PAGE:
In the normally competitive universe of rap, an odd phenomenon has occurred: Everybody wants to be friends with Chance The Rapper. The undeniably talented Chicago MC has seemingly befriended rappers from every end of the spectrum, and some that exist on spectrums completely separate from Chano. Like all business relationships these pairings are all mutually beneficial, even if they’re not clearly so on the surface. Everything in rap is a quid pro quo barter system of favors for favors and discounts for discounts. So why are rappers and musicians practically tripping over themselves to be buddy-buddy with young Chancellor from the Southside?
The answer is probably similar to why the richest company in this country did the same, even if Apple’s deal with Chance might not be lucrative for Tim Cook and co. Whatever premium they’re paying for the rights to have his music first, the primary thing Apple is gaining from the relationship is cultural cachet. By locking down the 23-year-old MC’s exclusives — and becoming his de-facto record label and distributor — they gain the notoriety that comes with being associated with one of the hottest up and coming acts in music, and earlier than most when he eventually breaks through to the mainstream.
While his real-world relevance may still not be on the level of, say, Kanye, Chance is popular with the right groups of people. (Including Yeezy himself.) Thus, the gatekeepers and trendsetters of the Internet have crowned Chance as the next big thing, and are currently in the process of speaking that into existence — and they’re not wrong either.
Apple’s early association with him reflects well on the company, and speaks to a certain foresight and general knowledge of what’s cool and will be cool by the current moment’s standards. It’s no different than Beyonce getting on stage and dancing to the newest indie dance track, basically screaming to younger fans “See, even at 36 I get it.” And if Chance does get his wish and become the first artist to get a Grammy nomination for a “free” album, all the better for Apple who initially housed the project.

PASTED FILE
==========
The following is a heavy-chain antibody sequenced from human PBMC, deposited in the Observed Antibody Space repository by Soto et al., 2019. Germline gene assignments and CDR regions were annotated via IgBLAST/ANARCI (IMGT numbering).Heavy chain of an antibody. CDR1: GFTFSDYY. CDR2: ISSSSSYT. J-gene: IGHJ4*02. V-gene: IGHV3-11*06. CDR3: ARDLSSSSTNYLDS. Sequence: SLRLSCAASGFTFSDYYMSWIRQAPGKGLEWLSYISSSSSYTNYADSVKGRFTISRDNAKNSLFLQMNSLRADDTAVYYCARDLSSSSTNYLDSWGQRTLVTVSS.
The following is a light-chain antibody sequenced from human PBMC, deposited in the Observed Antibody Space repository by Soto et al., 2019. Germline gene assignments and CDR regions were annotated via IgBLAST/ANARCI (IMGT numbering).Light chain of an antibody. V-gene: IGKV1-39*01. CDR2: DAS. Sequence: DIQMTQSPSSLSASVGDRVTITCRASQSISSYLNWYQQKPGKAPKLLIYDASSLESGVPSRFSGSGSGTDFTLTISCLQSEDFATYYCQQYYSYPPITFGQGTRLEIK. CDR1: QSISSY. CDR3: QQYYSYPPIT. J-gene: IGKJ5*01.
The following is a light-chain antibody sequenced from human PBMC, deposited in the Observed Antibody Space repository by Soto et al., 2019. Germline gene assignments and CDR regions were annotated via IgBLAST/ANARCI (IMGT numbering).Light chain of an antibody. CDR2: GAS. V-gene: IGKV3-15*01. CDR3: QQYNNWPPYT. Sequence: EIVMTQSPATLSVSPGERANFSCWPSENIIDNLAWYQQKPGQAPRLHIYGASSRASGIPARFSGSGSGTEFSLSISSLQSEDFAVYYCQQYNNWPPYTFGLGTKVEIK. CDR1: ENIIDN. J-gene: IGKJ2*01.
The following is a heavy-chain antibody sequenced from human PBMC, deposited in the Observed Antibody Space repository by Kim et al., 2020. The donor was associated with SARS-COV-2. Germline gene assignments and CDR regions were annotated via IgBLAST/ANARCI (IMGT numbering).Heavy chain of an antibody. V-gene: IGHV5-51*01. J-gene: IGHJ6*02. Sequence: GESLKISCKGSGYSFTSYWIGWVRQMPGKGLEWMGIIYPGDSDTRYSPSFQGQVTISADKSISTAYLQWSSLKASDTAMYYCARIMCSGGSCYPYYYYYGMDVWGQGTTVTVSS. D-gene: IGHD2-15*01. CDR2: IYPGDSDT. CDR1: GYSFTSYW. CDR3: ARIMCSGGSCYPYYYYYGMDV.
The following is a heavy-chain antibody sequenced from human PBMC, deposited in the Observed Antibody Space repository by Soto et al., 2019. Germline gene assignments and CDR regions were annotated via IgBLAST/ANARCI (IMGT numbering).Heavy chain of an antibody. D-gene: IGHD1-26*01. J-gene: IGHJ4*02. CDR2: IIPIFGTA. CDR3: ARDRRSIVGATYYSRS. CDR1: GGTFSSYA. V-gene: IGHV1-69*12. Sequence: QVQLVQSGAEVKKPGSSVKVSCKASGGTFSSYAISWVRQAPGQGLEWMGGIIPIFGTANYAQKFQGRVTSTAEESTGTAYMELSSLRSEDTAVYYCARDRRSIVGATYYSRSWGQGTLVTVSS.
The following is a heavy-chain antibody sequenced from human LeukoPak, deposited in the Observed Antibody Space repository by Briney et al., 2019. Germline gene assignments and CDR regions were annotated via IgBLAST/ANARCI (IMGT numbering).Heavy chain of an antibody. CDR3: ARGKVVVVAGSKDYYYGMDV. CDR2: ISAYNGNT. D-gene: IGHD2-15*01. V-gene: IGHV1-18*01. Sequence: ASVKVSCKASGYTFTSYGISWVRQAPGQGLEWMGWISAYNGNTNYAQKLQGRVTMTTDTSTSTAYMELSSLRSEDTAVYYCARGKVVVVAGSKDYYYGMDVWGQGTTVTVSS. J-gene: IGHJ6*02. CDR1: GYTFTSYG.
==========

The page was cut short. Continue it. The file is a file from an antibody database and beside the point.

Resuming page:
For artists, the association with Chance gives them all of that and the added benefit of new ears on their product from his realm of the rap universe. It works the same for Chance. Of course, that give and take is the same for Chance, which is why Coloring Book is loaded with features from both superstars like Justin Bieber, Kanye West and Lil Wayne and mid-level acts like Ty Dolla $ign and Young Thug and a Soundcloud hero like Lil Yachty.
Of course, we don’t know the full economy behind the verses on Coloring Book, but business is business, and for acts like Lil Wayne who previously told Rolling Stone “I wouldn’t do a song for my sister for less than $75,000,” money must be exchanged somewhere because — whether he’s Chance’s favorite rapper or not — nobody is that friendly. That’s where Apple and their endless pockets come in, and while they may act as a label in certain instances, they also allow Chance to continue to be “indie” in both narrative and reality, and in doing so the entire Chance The Rapper ecosystem continues to benefit all within its cycle.
With the debut of Chance’s Magnificent Coloring Day, the affordable one-day festival held at the home of the Chicago White Sox, U.S. Cellular Field, the ecosystem now encompasses live shows as well. Not to mention, the festival streamed on Jay Z’s Tidal. As he revealed in an interview on Twitter, each performer came on board after a “personal conversation,” and the event was only able to come to fruition after “some good budgeting” that allowed tickets to range from $35 and $150. Oh yeah, then there’s the fact that Chance went and bought a huge amount of tickets back from scalpers with his own money.